Shat  terd


The hidden half of domestic violence

How to have eternal life

Philip Cook talks about it.

From the Oregonian newspaper:
Violence against men also deserves society's attention
Congressional act does a disservice when it limits funding
for programs only to women
Saturday, November 4, 2000
IN MY OPINION Philip W. Cook
With the unanimous support of the Oregon congressional
delegation, Congress has approved spending $3.3 billion to
combat domestic violence -- but only against women.
Proponents of the Violence Against Women Act contend
that this discrimination doesn't matter because a majority
of victims are women. One wonders how this view might sit
with civil libertarians if it was African Americans or Jews,
for example, who were denied government services
because they're a minority.
In fact, a large number of domestic violence victims are
men: A national survey financed by the act put the figure at
35 percent. The lead researcher, Patricia Tjaden of the
Center for Policy Study in Colorado, called that "a
significant number." The study, she said, "should not be
taken to mean there should be no concern or resources for
Rep. David Wu, D-Ore., has responded to inquiries about
the act's shaky constitutional ground by contending that
there is legally "exceedingly persuasive justification" for a
gender-biased law, because there are more women
victims. The U.S. Supreme Court however, has decided on
only one aspect of VAWA, throwing out the portion that
would have allowed suits in civil court. Arguments that it
violates the equal protection clause of the Constitution
have yet to be heard.
Wu also believes that it is the intent of Congress that
funding can be used to provide services to men. The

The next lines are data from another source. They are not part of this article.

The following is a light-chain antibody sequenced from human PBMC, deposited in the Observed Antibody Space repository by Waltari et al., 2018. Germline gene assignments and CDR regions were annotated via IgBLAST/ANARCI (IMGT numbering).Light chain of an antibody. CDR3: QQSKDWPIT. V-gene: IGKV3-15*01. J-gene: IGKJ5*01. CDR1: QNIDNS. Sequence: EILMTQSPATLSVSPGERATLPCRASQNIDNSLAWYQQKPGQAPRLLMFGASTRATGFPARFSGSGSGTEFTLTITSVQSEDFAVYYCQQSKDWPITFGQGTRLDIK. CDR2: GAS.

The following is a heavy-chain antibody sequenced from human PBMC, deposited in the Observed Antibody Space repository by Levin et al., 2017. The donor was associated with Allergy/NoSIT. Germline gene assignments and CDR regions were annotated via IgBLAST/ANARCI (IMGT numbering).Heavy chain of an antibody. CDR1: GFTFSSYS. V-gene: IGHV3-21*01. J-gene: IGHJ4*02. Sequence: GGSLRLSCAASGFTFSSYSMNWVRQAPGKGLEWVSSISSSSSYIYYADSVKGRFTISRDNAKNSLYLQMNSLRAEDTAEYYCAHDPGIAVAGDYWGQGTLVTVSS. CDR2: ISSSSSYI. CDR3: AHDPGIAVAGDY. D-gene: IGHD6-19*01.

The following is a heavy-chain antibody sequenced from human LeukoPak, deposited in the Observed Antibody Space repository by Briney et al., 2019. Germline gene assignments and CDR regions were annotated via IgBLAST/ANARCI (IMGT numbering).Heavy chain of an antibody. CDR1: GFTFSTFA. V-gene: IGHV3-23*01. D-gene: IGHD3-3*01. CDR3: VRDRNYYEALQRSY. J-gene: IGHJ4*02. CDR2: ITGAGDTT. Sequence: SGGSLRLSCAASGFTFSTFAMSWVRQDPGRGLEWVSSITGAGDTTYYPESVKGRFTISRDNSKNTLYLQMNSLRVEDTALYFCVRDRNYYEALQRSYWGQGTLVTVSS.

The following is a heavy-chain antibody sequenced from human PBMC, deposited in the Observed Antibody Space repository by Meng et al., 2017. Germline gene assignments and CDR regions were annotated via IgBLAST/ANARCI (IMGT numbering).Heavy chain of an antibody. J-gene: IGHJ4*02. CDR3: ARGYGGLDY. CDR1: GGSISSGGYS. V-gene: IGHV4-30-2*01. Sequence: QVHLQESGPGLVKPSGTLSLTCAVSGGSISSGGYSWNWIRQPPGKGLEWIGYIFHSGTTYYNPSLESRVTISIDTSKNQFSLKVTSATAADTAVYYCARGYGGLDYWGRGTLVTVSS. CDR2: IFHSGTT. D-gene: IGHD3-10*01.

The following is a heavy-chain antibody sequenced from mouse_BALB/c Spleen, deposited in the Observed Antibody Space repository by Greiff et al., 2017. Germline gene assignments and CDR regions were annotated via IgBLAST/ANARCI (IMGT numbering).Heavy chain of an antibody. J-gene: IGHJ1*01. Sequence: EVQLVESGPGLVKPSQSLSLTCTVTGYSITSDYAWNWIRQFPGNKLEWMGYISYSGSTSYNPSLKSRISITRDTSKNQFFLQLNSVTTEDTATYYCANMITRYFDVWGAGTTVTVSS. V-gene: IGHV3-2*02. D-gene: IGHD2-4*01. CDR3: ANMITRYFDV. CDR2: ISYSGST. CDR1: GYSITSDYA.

Department of Justice, which administers the act,
apparently hasn't gotten the message. According to Linda
Mansour, a Justice Department spokeswoman, "This is the
Violence Against Women Act. We cannot fund the men's
groups." A number of applications seeking funding for male
victims have been denied.
It is not just the federal government however, that wants to
ignore services for men. The Portland YMCA says it isn't
interested in establishing a domestic violence program for
male victims similar to the YWCA effort for women.
Chemeketa Community College in Salem has sponsored
Oregon's largest domestic violence conference each year,
but experts on male victimization simply aren't invited.
It may have made more sense in the past to ignore male
victims, because of an imbalance of economic power that
kept many women tied to their abusers. Things have
changed, however; one-third of married women now earn
more than their husbands. Given that abused men face a
greater likelihood of losing contact with their children, and
when one considers that there are no crisis lines, shelters
or other services specifically for abused men, the inhibitors
against leaving a violent home life are at least fairly equal.
Abused men may have an even tougher time leaving
because they face a level of ridicule and lack of sympathy
that women most often do not.
Due to a lack of public education about the complexity of
domestic violence -- half the time it involves mutual combat
-- a lot of people have difficulty believing that a man can be
abused in the same manner a woman can. The facts tell
us, however, that women frequently make up for size and
weight differences by attacking with objects and weapons.
With the support of the Oregon congressional delegation,
the federal government has acted to ignore the full reality of
domestic violence. Oregonians should tell their
representatives in Congress that they do care about half
the population and that discrimination on any basis is
Philip W. Cook of Tualatin is the author of Abused Men:
The Hidden Side of Domestic Violence." His Web site is:
Support your local Fathers Organization.
Jeff Edwards



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